Radon is the second cause of lung cancer in the general population, after smoking. Epidemiological studies have provided convincing evidence of an association between indoor radon exposure and lung cancer, even at the relatively low radon levels commonly found in residential buildings. However, efforts to act on this information and to reduce the number of lung cancers related to radon exposures have so far only been successful in very few countries.
The World Health Organization first drew attention to the health effects from residential radon exposures in 1979, through a European working group on indoor
air quality. Further, radon was classified as a human carcinogen in 1988 by IARC, the WHO specialized cancer research agency. In 1993, a WHO international workshop on indoor radon, organized in Eilat, and involving scientists and radon experts from Europe, North America and Asia, was a first step towards a unified approach to controlling radon exposures and advising on the communication of associated health risks.
In 2005, WHO established the International Radon Project to identify effective strategies for reducing the health impact of radon and to raise public and political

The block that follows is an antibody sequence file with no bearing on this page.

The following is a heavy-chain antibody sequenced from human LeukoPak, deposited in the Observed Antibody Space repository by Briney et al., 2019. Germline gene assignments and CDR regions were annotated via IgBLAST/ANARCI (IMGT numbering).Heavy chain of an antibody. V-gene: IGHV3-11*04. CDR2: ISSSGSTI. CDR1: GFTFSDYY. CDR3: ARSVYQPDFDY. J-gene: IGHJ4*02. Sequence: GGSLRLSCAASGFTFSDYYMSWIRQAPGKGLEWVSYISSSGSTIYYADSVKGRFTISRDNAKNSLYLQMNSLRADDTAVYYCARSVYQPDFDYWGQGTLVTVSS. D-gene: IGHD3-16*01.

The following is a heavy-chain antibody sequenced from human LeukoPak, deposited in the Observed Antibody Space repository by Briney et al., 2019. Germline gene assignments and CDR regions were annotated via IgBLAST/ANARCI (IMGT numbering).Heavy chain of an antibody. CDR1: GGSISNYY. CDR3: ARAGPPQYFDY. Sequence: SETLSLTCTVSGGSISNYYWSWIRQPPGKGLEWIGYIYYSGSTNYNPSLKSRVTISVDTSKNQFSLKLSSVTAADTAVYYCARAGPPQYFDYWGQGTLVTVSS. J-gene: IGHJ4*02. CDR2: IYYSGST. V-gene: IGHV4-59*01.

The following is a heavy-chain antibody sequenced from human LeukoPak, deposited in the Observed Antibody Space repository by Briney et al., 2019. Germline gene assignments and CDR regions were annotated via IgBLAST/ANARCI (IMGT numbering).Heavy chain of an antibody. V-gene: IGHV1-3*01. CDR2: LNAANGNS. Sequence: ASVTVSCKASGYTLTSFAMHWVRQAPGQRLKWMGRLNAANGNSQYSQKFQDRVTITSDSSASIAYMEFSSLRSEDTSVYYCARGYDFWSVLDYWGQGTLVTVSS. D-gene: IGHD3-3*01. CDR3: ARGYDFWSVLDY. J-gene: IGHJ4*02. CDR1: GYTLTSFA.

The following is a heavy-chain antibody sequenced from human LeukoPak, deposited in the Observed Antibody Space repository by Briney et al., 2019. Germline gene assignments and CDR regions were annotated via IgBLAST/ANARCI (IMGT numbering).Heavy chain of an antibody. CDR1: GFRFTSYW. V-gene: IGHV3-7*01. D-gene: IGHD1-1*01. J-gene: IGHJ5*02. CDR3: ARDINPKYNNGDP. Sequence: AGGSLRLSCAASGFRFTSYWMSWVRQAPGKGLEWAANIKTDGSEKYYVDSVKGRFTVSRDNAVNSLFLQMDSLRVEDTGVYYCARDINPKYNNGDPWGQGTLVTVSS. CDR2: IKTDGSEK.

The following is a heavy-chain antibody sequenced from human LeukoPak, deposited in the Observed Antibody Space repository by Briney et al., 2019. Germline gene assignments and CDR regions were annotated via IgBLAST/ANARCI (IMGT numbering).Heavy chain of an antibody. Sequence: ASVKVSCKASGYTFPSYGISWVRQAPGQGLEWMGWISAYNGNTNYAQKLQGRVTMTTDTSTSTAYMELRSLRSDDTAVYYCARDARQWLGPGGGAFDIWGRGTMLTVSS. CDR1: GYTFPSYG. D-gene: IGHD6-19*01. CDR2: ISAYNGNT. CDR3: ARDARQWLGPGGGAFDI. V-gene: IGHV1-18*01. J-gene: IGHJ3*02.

awareness about the consequences of long term exposure to radon. Participants and contributors from more than 30 countries worked together towards a global
understanding of a wide range of issues associated with indoor radon.
A key product of the WHO International Radon Project is this handbook, which focuses on residential radon exposure, emphasizing its impact from a public health point of view. It includes detailed recommendations on radon health risk reduction and sound policy options for prevention and mitigation of radon. The handbook is intended for countries that plan to develop national programmes or extend their activities regarding radon, as well as for stakeholders involved in radon control such as the construction industry and building professionals.
Click HERE to read the flipbook.